“Sure,” said Uncle Pete, with a slight screech in his voice.  It sounded like a ruffled cat about to claw the nearest dog.
“You okay, Pete,” asked Millie.
“He’s fine.  Just a little sore throat from talking too much,” Pops said in reply, giving Uncle Pete a dirty look.
“What about you, Johnny?  Can you meet us for supper?” Betty called from the backseat.
“Uh-huh,” nodded Uncle Johnny, his head bobbing up and down, and making no other sound. 
“Well, that settles it then,” said Pops, clapping his hands together and rubbing them back and forth.
“How about 7 o’clock at the Rio Grille?” Rosemary asked.
“We can sit out on the patio.  Should be a nice evening, not too hot,” Millie said.
“Isn’t that the new place up on the boulevard? We might need reservations,” said Pops.
“Already done,” Mille laughed. “I hear they have the best steaks this side of the Mississippi.”
“Looking forward to it, then,” smiled Pops.
Millie honked the car horn once more as they drove away, waving.  Pops waved back, but Uncle Pete and Uncle Johnny stood there like statues.  Once the car was out of sight, Pops turned to the other two.
“Hi and uh-huh?  That’s all I get out of you two?” Pops asked in amazement.
“I can’t help it.  She makes me a nervous wreck,” confessed Uncle Pete.
“Well, I hope you contribute to the conversation a little more tonight, or it’s going to be a long evening,” Pops said.
“Which one makes you a nervous wreck?” asked Uncle Johnny, suddenly.
“Millie.  She’s like a drill sergeant that never quits talking,” moaned Uncle Pete.
“Two peas in a pod,” mumbled Uncle Johnny.
“I’d talk if I were you.  You’re obviously out of sorts around Betty,” accused Uncle Pete.
“She makes me sweat,” said Uncle Johnny.
“Probably just the heat,” added Pops.
“Oh, no.  It’s her.  It could be twenty degrees outside and if I get anywhere near her, I look like someone who just got hosed down with water,” stated Uncle Johnny.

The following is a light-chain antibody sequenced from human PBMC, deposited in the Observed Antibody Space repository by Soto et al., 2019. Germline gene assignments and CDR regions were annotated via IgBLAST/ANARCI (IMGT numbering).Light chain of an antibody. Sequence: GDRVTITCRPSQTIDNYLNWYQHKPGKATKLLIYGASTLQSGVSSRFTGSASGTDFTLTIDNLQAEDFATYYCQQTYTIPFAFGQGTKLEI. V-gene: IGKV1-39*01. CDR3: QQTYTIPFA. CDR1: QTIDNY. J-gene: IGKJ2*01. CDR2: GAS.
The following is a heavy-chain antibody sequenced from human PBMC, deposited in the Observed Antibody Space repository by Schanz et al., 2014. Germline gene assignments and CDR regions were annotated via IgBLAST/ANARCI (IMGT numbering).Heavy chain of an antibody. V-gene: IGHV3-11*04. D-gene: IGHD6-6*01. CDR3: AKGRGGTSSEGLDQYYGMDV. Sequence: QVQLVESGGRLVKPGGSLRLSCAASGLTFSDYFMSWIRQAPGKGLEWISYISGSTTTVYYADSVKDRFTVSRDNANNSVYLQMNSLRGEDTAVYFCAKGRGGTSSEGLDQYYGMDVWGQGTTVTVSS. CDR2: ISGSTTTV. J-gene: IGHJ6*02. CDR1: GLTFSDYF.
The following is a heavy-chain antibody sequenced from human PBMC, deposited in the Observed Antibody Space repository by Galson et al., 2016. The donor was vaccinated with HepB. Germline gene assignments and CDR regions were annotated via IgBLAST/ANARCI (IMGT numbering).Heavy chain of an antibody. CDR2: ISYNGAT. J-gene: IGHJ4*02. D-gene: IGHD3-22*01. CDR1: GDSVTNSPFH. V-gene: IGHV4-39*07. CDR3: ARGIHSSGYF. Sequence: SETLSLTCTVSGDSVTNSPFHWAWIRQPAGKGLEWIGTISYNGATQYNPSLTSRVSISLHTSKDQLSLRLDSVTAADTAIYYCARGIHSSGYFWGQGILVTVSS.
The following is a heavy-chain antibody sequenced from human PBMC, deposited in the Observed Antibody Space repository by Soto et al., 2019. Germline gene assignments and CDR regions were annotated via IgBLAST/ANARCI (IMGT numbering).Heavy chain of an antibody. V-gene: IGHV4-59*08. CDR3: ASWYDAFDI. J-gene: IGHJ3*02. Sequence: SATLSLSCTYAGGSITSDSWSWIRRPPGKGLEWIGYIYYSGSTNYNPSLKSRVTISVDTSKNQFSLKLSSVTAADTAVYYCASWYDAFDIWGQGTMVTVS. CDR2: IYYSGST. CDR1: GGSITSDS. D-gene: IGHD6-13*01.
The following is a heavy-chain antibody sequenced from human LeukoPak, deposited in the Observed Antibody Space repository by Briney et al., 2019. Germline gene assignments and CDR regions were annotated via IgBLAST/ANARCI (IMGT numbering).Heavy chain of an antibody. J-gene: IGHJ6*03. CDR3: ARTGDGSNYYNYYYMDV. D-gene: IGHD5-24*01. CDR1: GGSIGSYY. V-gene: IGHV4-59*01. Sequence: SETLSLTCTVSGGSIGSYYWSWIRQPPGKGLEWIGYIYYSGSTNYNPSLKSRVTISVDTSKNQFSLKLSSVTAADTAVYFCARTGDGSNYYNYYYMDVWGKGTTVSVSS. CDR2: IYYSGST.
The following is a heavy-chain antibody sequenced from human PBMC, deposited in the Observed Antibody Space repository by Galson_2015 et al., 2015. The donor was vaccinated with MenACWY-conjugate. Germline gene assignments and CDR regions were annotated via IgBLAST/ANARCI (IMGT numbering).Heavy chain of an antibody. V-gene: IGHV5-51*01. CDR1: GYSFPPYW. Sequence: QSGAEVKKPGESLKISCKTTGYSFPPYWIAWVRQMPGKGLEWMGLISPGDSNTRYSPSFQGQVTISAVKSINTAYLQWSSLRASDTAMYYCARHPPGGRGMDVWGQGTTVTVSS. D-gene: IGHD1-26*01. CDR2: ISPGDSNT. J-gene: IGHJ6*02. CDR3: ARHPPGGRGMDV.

“That bad, huh?” asked Pops.
“Oh, yeah.  I’ll leave a puddle, trust me,” Uncle Johnny said.
“Wear cotton.  It absorbs better,” said Uncle Pete.
“I’ll have to bring a couple extra shirts to be safe,” said Uncle Johnny.
“Bring a stick of deodorant too,” mumbled Uncle Pete.
“You think the restaurant has showers?  I might need one half way through supper,” Uncle Johnny said, suddenly worried.
“Oh, for crying out loud, John.  Of course not!  Restaurants don’t usually have public showers, do they?” Pops stated.
“In foreign countries they might,” added Uncle Pete.
“Geesh, Pete, we’re not in a foreign country,” cried Pops.
“I’m already starting to sweat just thinking about it.  What am I going to do?” panicked Uncle Johnny.
“You do look a little wet.  Could be a problem,” mumbled Uncle Pete, studying Uncle Johnny carefully.
“There’s nothing to worry about, John.  Everything will work out for the best,” said Pops, giving Uncle Pete a warning look.
“You know,” begins Uncle Pete, ignoring Pops, “maybe you should bring a little fan with you.  A mini one that you could plug in at the table.”
“Give us something to talk about all night,” said Uncle Johnny, sarcastically.
“Trust me, they work,” continued Uncle Pete.
“Right.  And I can hear it now,” Uncle Johnny began, lowering his voice and pretending to have a conversation, “John, what’s the fan for?  Oh, it just helps me keep my sweat levels down.”  He crossed his arms and stared at Uncle Pete.
“I see what you’re saying,” admitted Uncle Pete.
“Tell you what, John.  Go on home, take a nap, shower and take your time getting ready for tonight.  There’s nothing to get worked up about,” said Pops.
“What about talcum powder?” Uncle Pete asked suddenly.
“What about it? Tried it and it doesn’t work,” Uncle Johnny said glumly.
“Really? Oh, you’re in bad shape,” Uncle Pete said, shaking his head.
“You think I don’t know it?” cried Uncle Johnny.
“Let’s be calm. Pete, you’re going to take John home.  John, you’re going to do as I suggested. Then we’ll have a nice evening with no worries,” said Pops.
So I watched my uncles drive away in the classic.  Pops had forgotten about the shrub incident until he started collecting yard tools.  He walked right up to the massacred bush and stood there staring.  Every once in a while, he’d shake his head and mumble something to himself, as if that would make the favored lilac bush go back to its original state.  He looked all around the shrub, over it and underneath.  I don’t know what he was searching for but it didn’t make a bit of difference.  Uncle Pete had ruined Pops’ shrub as sure as I was standing and there was nothing that could be done about it.  He gave up and walked away, still shaking his head.  I heard the words ‘Pete’, ‘moron’ and ‘knucklehead’ mixed together, in no particular order, so it was probably a good thing that Uncle Pete left when he did.